The new, national approach to Johne’s disease (JD) in cattle will officially commence on 1 July 2016, with the removal of zoning occurring across Australia.
The new approach, endorsed by the cattle industry and state governments, is guided by the BJD Framework and focuses on managing on-farm biosecurity risk rather than controlling disease through regulation, said Animal Health Australia’s (AHA) Executive Manager of Biosecurity Services, Duncan Rowland.
“This approach treats JD as just one of many diseases that producers must manage within their business. Supported by more flexible regulation, producers will be able to make informed decisions about the opportunities and risks associated with purchasing livestock,” said Mr Rowland.
A number of changes will occur under the new Framework including:
• deregulation and removal of zoning: most state/territory jurisdictions are on-track to remove regulation by 1 July 2016
• ceasing of quarantining of properties as a control measure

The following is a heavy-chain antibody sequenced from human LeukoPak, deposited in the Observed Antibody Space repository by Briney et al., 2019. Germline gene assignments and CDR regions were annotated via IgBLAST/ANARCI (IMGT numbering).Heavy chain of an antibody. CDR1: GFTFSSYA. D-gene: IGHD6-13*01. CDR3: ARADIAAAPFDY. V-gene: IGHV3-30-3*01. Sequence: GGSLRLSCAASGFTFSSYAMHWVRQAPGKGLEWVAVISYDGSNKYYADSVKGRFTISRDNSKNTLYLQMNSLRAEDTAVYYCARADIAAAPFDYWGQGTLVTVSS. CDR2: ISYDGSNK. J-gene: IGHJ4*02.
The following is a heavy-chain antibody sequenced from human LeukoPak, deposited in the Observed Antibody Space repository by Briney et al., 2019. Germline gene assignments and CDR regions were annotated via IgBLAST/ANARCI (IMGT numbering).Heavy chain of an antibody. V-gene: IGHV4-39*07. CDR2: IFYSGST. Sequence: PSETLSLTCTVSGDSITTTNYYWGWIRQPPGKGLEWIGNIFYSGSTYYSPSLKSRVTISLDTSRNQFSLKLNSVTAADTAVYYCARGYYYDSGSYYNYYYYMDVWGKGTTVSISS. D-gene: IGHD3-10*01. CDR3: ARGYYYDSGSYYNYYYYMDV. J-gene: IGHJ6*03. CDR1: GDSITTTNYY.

• movement to a market-driven approach where producers undertake practices dependent on market requirements.
“To ensure Australian producers and interested stakeholders are informed and supported throughout this reform process, industry and governments are developing tools and resources to provide guidance.
“We’ve released a useful fact sheet, New approach to Johne’s disease in cattle, which clearly outlines what the approach means for the individual producer and also addresses some frequently asked questions,” said Mr Rowland.
Additional steps that will take place over the next month include:
• provision of additional tools and resources
• enhancement of the existing National Cattle Health Declaration to reflect the new approach
• hosting of public forums, to address any questions producers may have
• continuous updates on the AHA website.
AHA says it will continue to work with industry and government to ensure the Framework is implemented as smoothly and quickly as possible to enhance the biosecurity credentials of Australia’s cattle industry.
Source: Animal Health Australia